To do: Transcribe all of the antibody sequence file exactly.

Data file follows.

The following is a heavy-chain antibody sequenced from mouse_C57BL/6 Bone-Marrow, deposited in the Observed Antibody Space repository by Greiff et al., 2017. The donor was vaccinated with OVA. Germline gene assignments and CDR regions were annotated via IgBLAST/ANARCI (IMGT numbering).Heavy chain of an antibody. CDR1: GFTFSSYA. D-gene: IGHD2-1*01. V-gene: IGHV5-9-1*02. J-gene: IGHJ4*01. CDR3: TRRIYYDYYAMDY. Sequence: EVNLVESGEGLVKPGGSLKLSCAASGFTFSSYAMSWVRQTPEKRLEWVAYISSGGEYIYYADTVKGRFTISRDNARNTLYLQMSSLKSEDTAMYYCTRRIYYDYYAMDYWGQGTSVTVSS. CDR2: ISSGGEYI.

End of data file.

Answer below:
The following is a heavy-chain antibody sequenced from mouse_C57BL/6 Bone-Marrow, deposited in the Observed Antibody Space repository by Greiff et al., 2017. The donor was vaccinated with OVA. Germline gene assignments and CDR regions were annotated via IgBLAST/ANARCI (IMGT numbering).Heavy chain of an antibody. CDR1: GFTFSSYA. D-gene: IGHD2-1*01. V-gene: IGHV5-9-1*02. J-gene: IGHJ4*01. CDR3: TRRIYYDYYAMDY. Sequence: EVNLVESGEGLVKPGGSLKLSCAASGFTFSSYAMSWVRQTPEKRLEWVAYISSGGEYIYYADTVKGRFTISRDNARNTLYLQMSSLKSEDTAMYYCTRRIYYDYYAMDYWGQGTSVTVSS. CDR2: ISSGGEYI.